I have something very sad to report. I am no longer using my FB fan page. I have 1,537 likes, but only 32 are actually interacting with it. It isn’t my fault. I know it’s not. Generally when I receive a huge influx of fans for whatever reason, I’ll see about 300 interacting with it, then it begins to drop steeply, despite my continuous updates on the page geared toward my fans (updates on my personal life, writing life, ect). Do you know how I know it isn’t my fault? Look up authors like John Green. He has about 614k followers, and only 54,000 are interacting with it. Big number, right? So what’s there to complain about? Do the math. That, I believe, is about 11-20% (to be frank, I can never remember my percentage formulas, so, math wizards, do the calculating for me). But that is far less than 50%. That is abysmal for someone as prolific as John Green, who has more likes than even Stephen King.
I’m going to bring in facts from this post–rather thread from AbsoluteWrite–to convince you that having an FB author page is a waste of time. A HUGE one, one that does a disservice to both authors and fans of their pages. And I’m going to tell you what you can do about this, and what I am going to do about it. Everything I’m about to write uses the above post to support my argument, so this is an argumentative piece, not an opinion-based piece. I will no longer be doing opinion-based pieces.
Read this post, too.
Facebook claims it is a free service, and it is–for those who simply want to have an account and socialize. However, things become more complicated if you’re a business owner, social media marketer, run a charity, or are an author/artist of some sort. If you have read the first link, you will see that people have spoken about their experiences with FB before it began to scam its users of fan pages. Before, all fans were able to see the posts these pages created, and these pages didn’t have to boost their posts for their fans to see this. Now that is no longer the case. If your fans are not interacting with your posts in some way, be it likes or comments, they will eventually never see what you post again.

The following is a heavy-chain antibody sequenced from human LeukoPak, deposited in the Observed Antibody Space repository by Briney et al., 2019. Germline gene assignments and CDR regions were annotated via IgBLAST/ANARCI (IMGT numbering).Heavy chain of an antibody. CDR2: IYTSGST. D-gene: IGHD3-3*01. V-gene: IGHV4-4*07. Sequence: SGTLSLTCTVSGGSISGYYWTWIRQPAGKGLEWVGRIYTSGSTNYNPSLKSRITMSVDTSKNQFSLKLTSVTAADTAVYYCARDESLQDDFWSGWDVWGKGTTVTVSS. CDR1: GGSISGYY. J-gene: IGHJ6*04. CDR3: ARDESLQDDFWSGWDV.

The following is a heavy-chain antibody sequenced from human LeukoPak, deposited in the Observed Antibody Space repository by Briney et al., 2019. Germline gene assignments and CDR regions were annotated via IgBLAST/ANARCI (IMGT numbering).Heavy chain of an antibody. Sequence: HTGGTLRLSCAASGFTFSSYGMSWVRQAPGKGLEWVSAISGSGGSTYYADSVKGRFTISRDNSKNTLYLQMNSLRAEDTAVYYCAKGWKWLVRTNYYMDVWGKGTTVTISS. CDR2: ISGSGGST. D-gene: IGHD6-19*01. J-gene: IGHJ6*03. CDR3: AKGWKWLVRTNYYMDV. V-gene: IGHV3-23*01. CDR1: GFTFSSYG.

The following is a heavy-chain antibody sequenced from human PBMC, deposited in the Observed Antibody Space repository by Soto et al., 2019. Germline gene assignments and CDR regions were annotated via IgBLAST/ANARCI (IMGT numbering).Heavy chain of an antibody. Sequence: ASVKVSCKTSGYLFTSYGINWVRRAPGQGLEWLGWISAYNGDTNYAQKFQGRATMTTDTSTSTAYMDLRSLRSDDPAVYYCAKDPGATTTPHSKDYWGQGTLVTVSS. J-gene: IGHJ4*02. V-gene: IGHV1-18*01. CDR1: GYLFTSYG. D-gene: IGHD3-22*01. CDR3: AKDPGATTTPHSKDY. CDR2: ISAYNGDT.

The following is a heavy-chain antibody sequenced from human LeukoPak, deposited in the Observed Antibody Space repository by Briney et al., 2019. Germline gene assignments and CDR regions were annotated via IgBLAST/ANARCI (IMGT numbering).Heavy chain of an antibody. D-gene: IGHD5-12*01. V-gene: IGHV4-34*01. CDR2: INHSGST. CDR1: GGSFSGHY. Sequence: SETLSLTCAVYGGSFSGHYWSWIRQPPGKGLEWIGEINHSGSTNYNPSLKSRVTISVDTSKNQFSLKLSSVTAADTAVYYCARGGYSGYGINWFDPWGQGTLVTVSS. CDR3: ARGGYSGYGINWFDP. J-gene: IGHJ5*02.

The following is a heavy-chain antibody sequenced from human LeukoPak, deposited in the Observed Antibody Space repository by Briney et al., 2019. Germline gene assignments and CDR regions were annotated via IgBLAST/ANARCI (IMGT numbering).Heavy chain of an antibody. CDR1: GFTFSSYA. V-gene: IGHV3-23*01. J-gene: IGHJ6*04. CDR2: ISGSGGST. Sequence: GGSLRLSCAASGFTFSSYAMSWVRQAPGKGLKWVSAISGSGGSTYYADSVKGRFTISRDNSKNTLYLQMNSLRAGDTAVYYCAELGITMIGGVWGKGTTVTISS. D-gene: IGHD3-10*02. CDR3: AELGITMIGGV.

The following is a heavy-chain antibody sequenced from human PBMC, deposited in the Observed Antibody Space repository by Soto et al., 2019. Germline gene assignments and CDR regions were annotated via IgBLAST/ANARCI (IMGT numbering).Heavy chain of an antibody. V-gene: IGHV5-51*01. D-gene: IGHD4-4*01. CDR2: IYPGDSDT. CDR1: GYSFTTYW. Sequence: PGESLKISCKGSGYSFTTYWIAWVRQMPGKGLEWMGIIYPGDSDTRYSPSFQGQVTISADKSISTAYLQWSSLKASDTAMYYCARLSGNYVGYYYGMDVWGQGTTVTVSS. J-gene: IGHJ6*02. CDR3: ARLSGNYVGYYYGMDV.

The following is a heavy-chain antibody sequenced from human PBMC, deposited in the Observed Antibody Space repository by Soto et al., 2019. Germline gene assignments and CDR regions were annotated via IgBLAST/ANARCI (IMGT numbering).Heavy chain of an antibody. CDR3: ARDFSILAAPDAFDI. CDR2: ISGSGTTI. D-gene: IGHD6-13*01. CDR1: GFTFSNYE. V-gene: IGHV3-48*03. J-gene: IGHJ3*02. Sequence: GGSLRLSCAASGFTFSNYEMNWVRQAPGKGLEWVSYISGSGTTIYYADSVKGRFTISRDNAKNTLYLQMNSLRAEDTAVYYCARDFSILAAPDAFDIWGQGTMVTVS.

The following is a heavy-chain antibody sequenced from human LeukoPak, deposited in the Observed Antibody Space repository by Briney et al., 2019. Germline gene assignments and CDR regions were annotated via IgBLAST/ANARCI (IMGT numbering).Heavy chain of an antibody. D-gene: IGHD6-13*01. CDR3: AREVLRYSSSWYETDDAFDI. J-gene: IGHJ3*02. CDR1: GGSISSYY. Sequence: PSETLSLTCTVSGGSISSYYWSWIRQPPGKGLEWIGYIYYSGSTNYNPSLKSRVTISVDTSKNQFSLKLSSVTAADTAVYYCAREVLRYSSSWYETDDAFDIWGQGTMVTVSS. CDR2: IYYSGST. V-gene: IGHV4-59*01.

Facebook wants you to boost your posts, so they can make money off of you. So now you’re probably thinking ‘Well, spending the money might be worth it if it means keeping my fans happy and engaged.’ Unfortunately, spending money doesn’t guarantee this at all. In fact, only a tiny percentage of your fans may see it. The rest may be bots who end up liking your page, as proven from the first linked post above, where one user spent money to boost a post, but received zero activity, thus leading up to the assumption that the only things that could have seen it were bots. After all, if you boost your post, someone is going to have to see it, and it may not be actual people. It’s like Weebly’s stats. The unique views stats are not accurate because many of those views could have come from bots.
As I’ve said, I can’t remember the formula for percentages, but probably 5% or less are actually seeing anything I post, and I am not about to spend money on boosting my posts. Those 5% or less are regulars on my page, people who actually enjoy my work, or people who just happen, by sheer luck, to be on when they see my post. So what do I think you should do?
If you don’t have a fan page, don’t even think of starting one. Concentrate your efforts elsewhere. I would go with Google+. I would also find groups on FB that are geared to both writers and readers and have them friend you on your personal pages, because you will always see their posts, whether or not you actively engage with them (and I hope you will, if you are able to see a post from them at the time you are on FB).